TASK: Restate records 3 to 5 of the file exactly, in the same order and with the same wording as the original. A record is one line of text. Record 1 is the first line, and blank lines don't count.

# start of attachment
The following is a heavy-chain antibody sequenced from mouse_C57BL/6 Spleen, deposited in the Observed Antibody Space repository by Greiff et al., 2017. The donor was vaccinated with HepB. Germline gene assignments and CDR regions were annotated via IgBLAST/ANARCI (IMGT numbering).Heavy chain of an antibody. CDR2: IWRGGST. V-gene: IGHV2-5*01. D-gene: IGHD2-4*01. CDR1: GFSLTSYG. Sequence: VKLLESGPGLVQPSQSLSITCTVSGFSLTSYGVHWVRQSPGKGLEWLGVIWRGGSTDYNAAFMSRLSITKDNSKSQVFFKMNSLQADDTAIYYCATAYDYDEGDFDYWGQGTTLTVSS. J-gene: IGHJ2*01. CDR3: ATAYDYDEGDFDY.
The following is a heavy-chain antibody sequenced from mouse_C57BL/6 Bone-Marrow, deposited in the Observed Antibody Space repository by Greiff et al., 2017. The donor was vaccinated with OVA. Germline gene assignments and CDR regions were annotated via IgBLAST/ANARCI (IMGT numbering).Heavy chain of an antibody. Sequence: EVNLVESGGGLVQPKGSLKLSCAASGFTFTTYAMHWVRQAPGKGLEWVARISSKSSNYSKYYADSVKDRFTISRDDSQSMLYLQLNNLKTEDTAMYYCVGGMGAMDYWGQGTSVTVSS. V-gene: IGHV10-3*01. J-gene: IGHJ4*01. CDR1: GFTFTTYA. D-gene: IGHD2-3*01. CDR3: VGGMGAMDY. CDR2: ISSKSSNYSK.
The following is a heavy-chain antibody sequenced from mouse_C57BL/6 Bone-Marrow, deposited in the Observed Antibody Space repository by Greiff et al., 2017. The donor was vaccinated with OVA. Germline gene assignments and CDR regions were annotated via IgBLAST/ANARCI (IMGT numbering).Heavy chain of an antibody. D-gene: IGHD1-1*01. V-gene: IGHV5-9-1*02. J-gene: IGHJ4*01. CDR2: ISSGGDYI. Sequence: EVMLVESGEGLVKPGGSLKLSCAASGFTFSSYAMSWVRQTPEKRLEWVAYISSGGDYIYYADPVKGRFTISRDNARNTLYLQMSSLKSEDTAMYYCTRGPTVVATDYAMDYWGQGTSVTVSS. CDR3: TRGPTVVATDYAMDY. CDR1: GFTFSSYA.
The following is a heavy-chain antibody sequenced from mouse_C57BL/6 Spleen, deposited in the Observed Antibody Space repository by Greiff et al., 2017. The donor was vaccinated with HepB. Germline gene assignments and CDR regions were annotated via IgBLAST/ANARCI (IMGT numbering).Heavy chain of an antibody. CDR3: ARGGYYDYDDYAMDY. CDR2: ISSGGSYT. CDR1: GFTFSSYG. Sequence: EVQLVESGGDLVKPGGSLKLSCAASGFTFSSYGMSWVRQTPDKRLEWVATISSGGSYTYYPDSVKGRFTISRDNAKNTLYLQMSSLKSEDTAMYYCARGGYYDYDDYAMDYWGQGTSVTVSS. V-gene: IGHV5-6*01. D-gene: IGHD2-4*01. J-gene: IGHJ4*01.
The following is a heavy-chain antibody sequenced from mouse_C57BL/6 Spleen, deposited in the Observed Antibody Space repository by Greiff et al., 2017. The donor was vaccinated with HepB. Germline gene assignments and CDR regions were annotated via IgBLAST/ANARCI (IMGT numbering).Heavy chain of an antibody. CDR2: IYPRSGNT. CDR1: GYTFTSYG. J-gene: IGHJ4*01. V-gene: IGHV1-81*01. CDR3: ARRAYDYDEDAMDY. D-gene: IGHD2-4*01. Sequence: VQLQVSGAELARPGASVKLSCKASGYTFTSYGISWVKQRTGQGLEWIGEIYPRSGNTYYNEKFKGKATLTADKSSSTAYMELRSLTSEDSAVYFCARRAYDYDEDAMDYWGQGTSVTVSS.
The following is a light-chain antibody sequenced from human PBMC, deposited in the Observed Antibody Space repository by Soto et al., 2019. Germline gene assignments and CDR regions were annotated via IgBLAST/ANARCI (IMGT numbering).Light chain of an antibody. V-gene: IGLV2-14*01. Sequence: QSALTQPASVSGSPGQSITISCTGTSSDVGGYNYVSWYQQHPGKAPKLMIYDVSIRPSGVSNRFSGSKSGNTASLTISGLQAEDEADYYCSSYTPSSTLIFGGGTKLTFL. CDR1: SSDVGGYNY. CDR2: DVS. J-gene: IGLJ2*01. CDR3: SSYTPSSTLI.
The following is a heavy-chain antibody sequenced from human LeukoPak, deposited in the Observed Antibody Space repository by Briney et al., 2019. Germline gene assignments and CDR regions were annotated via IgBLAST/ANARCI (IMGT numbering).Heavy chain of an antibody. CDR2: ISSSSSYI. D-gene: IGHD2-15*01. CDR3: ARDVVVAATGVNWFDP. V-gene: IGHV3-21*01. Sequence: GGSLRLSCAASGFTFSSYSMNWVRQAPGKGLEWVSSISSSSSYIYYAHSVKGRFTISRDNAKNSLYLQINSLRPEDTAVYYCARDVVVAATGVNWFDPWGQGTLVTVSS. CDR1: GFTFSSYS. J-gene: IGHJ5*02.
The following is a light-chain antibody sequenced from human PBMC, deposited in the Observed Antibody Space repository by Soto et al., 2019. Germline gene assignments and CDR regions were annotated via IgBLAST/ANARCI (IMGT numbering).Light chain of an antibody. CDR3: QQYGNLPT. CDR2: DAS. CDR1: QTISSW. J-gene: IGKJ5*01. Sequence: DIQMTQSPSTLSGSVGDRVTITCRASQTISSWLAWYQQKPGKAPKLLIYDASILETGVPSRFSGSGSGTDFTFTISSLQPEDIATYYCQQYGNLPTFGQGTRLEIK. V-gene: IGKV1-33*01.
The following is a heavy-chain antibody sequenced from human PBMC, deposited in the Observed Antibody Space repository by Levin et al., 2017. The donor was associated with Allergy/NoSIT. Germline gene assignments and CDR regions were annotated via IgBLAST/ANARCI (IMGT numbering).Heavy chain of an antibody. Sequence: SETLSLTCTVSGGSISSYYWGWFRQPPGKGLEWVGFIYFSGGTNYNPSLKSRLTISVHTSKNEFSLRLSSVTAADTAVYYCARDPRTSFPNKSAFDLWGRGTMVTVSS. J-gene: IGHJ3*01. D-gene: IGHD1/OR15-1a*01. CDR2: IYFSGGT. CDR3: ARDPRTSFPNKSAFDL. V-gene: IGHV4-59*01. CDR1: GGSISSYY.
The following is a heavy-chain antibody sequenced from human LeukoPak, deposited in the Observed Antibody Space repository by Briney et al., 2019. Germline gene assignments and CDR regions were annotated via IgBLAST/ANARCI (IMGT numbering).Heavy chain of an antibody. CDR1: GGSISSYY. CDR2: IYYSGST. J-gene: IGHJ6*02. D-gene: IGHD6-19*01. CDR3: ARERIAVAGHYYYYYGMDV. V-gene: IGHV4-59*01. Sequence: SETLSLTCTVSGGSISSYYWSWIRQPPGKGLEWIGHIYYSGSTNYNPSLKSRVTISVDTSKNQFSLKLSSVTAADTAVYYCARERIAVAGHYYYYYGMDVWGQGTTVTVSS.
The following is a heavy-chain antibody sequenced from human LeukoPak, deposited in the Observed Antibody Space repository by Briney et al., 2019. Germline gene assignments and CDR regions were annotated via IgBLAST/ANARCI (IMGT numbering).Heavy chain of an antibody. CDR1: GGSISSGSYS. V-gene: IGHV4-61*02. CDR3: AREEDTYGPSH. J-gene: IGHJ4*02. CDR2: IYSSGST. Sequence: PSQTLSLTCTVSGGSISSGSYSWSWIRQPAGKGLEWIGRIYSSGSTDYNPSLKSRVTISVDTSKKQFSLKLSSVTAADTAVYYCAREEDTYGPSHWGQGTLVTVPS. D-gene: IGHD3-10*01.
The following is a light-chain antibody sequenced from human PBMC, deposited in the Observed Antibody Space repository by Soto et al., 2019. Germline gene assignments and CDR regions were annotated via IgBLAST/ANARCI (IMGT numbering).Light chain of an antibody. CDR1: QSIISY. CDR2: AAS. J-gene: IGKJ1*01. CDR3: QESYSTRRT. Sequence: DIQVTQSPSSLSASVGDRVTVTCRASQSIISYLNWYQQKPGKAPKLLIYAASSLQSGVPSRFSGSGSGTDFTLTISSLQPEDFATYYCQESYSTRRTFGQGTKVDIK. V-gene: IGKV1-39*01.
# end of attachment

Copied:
The following is a heavy-chain antibody sequenced from mouse_C57BL/6 Bone-Marrow, deposited in the Observed Antibody Space repository by Greiff et al., 2017. The donor was vaccinated with OVA. Germline gene assignments and CDR regions were annotated via IgBLAST/ANARCI (IMGT numbering).Heavy chain of an antibody. D-gene: IGHD1-1*01. V-gene: IGHV5-9-1*02. J-gene: IGHJ4*01. CDR2: ISSGGDYI. Sequence: EVMLVESGEGLVKPGGSLKLSCAASGFTFSSYAMSWVRQTPEKRLEWVAYISSGGDYIYYADPVKGRFTISRDNARNTLYLQMSSLKSEDTAMYYCTRGPTVVATDYAMDYWGQGTSVTVSS. CDR3: TRGPTVVATDYAMDY. CDR1: GFTFSSYA.
The following is a heavy-chain antibody sequenced from mouse_C57BL/6 Spleen, deposited in the Observed Antibody Space repository by Greiff et al., 2017. The donor was vaccinated with HepB. Germline gene assignments and CDR regions were annotated via IgBLAST/ANARCI (IMGT numbering).Heavy chain of an antibody. CDR3: ARGGYYDYDDYAMDY. CDR2: ISSGGSYT. CDR1: GFTFSSYG. Sequence: EVQLVESGGDLVKPGGSLKLSCAASGFTFSSYGMSWVRQTPDKRLEWVATISSGGSYTYYPDSVKGRFTISRDNAKNTLYLQMSSLKSEDTAMYYCARGGYYDYDDYAMDYWGQGTSVTVSS. V-gene: IGHV5-6*01. D-gene: IGHD2-4*01. J-gene: IGHJ4*01.
The following is a heavy-chain antibody sequenced from mouse_C57BL/6 Spleen, deposited in the Observed Antibody Space repository by Greiff et al., 2017. The donor was vaccinated with HepB. Germline gene assignments and CDR regions were annotated via IgBLAST/ANARCI (IMGT numbering).Heavy chain of an antibody. CDR2: IYPRSGNT. CDR1: GYTFTSYG. J-gene: IGHJ4*01. V-gene: IGHV1-81*01. CDR3: ARRAYDYDEDAMDY. D-gene: IGHD2-4*01. Sequence: VQLQVSGAELARPGASVKLSCKASGYTFTSYGISWVKQRTGQGLEWIGEIYPRSGNTYYNEKFKGKATLTADKSSSTAYMELRSLTSEDSAVYFCARRAYDYDEDAMDYWGQGTSVTVSS.